Investors who are looking for ways to diversify should also consider the long-term potential of the Dividend Aristocrats or ETFs that focus on the dividend growth theme and how these strategies can fit into a well-rounded portfolio.

On the recent webcast, Dividend Aristocrats—Quality Strategies When Volatility Heats Up, Kieran Kirwan, Director of Investment Strategy, ProShares, warned of the variable nature of volatility and highlighted quality dividend growth strategies as a way to help a portfolio curb the wild moves.

The markets experienced heightened levels of volatility the past year, with many asset categories swinging back to double-digit gains this year after suffering through double-digit losses in 2018. Investors suffered through a spike of over 60 days with 1% or more daily moves in the S&P 500 over 2018, and in 2019, markets have already experienced over 30 days of 1% or more daily moves.

As the U.S. heads deeper into the late economic cycle, earnings growth is beginning to slow, with S&P 500 quarterly earnings contracting for the first time since 2016 during Q1 2019 and were on pace to register back-to-back quarterly contractions. The markets are no longer priced cheaply and are also not priced too expensively.

Given the near full valuations, bouts of volatility and weak earnings growth that pose challenges to equity investors, Kirwan argued that quality stocks present an opportunity to diversify a portfolio. Specifically, investors should consider quality dividend growth stocks that typically exhibit, stable earnings, solid fundamentals, strong histories of profit and growth, commitment to shareholders and management team conviction in their businesses.

“There are common traits that define high quality companies that grow their dividends. They tend to have long histories of profit and growth. They typically have strong fundamentals and stable earning streams. And their strength comes from the top, from management teams with conviction and a firm commitment to shareholders,” Kirwan explained.

Dividend-paying companies have exhibited a history of outperforming the markets. Since 1960, dividends have contributed approximately 33% of the S&P 500’s total return.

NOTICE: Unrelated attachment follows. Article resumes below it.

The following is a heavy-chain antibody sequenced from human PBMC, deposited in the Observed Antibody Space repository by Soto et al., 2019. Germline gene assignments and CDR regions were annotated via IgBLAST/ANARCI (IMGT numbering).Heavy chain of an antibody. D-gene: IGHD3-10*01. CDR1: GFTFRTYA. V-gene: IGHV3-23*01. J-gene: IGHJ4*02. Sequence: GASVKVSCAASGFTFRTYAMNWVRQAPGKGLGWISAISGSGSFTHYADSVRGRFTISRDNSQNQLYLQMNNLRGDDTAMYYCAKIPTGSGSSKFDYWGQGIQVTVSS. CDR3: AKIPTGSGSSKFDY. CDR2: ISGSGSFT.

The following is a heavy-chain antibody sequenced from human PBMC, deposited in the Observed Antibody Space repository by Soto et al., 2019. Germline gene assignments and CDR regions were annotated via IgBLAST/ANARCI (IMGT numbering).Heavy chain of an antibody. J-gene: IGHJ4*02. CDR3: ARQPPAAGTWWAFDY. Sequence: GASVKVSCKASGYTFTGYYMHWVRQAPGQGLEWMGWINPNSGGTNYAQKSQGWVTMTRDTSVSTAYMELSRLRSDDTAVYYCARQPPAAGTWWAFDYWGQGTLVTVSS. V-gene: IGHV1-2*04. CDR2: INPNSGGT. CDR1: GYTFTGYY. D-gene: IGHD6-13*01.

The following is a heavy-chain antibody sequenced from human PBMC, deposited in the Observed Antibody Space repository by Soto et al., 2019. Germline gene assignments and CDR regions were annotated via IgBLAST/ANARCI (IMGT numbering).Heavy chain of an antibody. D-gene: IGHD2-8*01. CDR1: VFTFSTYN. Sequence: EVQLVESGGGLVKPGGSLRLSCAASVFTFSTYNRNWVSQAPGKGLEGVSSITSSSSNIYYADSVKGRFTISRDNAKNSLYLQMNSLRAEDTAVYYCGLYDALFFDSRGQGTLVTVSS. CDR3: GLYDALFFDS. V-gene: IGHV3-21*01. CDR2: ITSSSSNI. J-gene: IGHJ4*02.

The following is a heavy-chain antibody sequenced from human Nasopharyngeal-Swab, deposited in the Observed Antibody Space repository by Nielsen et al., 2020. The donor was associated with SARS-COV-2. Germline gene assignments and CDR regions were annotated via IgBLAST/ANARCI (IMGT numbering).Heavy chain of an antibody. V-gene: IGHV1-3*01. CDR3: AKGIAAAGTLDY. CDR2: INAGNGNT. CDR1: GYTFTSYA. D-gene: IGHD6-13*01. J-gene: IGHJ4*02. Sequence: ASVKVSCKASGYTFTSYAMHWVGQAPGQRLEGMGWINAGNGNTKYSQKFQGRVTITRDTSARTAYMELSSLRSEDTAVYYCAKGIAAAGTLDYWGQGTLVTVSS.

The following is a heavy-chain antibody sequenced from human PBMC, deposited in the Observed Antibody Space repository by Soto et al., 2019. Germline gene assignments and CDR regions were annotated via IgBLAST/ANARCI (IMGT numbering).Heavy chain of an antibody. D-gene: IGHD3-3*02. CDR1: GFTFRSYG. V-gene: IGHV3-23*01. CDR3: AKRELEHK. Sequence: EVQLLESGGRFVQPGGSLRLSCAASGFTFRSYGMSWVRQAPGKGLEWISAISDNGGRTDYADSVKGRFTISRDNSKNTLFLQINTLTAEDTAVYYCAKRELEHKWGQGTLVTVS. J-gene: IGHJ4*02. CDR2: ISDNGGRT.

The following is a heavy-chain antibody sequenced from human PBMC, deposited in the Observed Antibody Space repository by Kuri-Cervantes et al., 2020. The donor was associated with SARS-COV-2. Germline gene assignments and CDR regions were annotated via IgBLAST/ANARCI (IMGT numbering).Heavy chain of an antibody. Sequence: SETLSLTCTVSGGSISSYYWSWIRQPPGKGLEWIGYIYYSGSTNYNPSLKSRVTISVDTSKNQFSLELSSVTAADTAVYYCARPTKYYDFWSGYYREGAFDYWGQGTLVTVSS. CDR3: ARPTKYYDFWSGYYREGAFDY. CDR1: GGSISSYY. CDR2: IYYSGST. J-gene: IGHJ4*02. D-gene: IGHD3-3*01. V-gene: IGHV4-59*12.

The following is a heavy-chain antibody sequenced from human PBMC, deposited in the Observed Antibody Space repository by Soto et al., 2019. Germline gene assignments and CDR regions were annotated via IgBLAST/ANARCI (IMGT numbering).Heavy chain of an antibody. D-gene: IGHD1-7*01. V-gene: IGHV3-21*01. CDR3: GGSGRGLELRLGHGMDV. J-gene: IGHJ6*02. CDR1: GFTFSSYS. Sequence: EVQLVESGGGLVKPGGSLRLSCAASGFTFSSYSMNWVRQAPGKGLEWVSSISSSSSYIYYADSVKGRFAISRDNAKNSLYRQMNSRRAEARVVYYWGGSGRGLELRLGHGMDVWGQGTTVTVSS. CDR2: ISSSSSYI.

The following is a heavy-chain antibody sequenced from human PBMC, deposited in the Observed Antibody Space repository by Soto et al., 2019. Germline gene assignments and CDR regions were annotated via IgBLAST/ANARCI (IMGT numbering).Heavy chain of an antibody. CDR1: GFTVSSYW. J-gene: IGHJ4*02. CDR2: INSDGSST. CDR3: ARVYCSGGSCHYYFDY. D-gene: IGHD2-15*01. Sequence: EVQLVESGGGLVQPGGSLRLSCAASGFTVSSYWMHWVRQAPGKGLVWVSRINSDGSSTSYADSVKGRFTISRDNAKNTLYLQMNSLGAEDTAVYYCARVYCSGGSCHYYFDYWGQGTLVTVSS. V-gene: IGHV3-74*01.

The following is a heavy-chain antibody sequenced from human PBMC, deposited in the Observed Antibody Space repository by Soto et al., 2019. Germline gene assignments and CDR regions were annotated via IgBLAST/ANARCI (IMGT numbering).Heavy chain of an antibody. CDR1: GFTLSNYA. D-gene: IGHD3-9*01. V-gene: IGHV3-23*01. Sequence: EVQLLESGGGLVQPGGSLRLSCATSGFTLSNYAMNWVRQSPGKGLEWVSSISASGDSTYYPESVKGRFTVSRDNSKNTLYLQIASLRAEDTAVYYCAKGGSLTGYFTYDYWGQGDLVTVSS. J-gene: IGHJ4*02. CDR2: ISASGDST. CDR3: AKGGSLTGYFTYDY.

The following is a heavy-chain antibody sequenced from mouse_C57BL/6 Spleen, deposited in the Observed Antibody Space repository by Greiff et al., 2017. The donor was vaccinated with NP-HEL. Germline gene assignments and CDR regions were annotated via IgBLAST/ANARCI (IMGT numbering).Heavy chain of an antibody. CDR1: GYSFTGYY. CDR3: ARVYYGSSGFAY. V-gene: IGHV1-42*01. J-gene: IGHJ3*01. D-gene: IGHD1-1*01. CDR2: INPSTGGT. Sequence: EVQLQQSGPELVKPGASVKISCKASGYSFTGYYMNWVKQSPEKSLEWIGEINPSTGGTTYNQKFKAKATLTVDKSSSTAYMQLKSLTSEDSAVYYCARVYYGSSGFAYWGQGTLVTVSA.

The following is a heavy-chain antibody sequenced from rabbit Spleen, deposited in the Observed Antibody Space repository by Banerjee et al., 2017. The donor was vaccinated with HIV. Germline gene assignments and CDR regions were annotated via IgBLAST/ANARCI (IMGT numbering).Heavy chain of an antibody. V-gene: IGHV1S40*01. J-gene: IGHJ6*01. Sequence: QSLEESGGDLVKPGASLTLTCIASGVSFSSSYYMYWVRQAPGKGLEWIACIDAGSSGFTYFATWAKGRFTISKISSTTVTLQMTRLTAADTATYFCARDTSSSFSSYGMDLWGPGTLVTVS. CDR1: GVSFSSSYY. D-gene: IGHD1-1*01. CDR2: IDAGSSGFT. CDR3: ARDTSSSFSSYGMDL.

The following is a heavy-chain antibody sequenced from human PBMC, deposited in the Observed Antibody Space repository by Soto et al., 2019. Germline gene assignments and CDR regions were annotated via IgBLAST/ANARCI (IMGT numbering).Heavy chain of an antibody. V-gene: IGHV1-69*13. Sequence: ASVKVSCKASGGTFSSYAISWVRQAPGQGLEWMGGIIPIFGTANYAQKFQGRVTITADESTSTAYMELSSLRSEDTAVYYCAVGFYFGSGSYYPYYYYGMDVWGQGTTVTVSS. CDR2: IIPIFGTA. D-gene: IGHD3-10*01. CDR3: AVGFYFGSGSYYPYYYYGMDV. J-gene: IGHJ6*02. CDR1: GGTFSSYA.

“Many factors contribute to equity returns, but dividends in particular have contributed significantly to returns over time,” Kirwan said.

For example, in the period between 1987 through 2018, dividend growers within the Russell 3000 generated an annualized 13.1% return with an annualized volatility of 14.3%. In comparison, dividend non-changers returned 9.4% with a 16.8% volatility, dividend non-payers returned 6.9% at 23.8% volatility, and dividend cutters saw a 5.8% return with 21.9% volatility.

“Companies that grew their dividends outperformed companies that didn’t. Companies that consistently grow their dividends tend to be high-quality, with strong growth potential. These companies have been able to withstand repeated periods of market turmoil and still deliver strong returns with lower volatility,” Kirwan said.

Corey Hoffstein, Co-Founder and Chief Investment Officer, Newfound Research, also emphasized that dividends matter a lot. For example, he pointed to Rob Arnott’s findings taken from Dividends and the Three Dwarfs, which showed that under a situation of no dividends spent, no taxes were taken and market returns were earned without fees or expenses, a $100 investment in 1802 would have generated $1.8 million in dividend yields alone.

To track this group of quality company stocks, investors can look to dividend growth strategies like the ProShares S&P 500 Aristocrats ETF (BATS: NOBL), which measures stocks with a long track record of dividend growth with companies increasing dividends for at least 25 consecutive years.

ProShares also offers the ProShares Russell 2000 Dividend Growers ETF (BATS: SMDV) and the ProShares S&P MidCap 400 Dividend Aristocrats ETF (BATS: REGL) for those seeking quality dividend growers in the small- and mid-cap categories, respectively. REGL tracks a Dividend Aristocrats Index. The mid-cap Dividend Aristocrats Index, though, only requires 15 consecutive years of increased dividends for inclusion. SMDV, a dividend spin on the Russell 2000, the benchmark U.S. small-cap index, tracks the Russell 2000 Dividend Growth Index, which includes small-cap firms with dividend increase streaks of at least a decade.

ProShares is also working on two more dividend growers ETFs to expand its dividend suite. The upcoming ProShares Russell U.S. Dividend Growers ETFs (TMDV) will track the Russell 3000 Dividend Elite Index, which has a minimum requirement of 35 consecutive years of dividend growth, and the ProShares S&P Technology Dividend Aristocrats ETF (TDV) will track the S&P Technology Dividend Aristocrats Index, which includes technology-related companies with a minimum of 7 years of dividend growth.

Investors can diversify into international markets while tracking similar dividend growth strategies. For instance, the ProShares MSCI EAFE Dividend Growers ETF (BATS: EFAD) tracks developed market Europe, Australasia and Far East companies that exhibit a minimum dividend increase streak of 10 years.

The ProShares MSCI Europe Dividend Growers ETF (BATS: EUDV) tracks the performance of the MSCI Europe Dividend Masters Index, which consists of at least 25 European companies that have consistently increased their dividends for at least 10 consecutive years. The ProShares MSCI Emerging Markets Dividend Growers ETF (BATS: EMDV) follows the MSCI Emerging Markets Dividend Masters Index, which targets MSCI Emerging Market components that have increased dividend payments each year for at least seven consecutive years.

Financial advisors who are interested in learning more about dividend growth strategies can watch the webcast here on demand.

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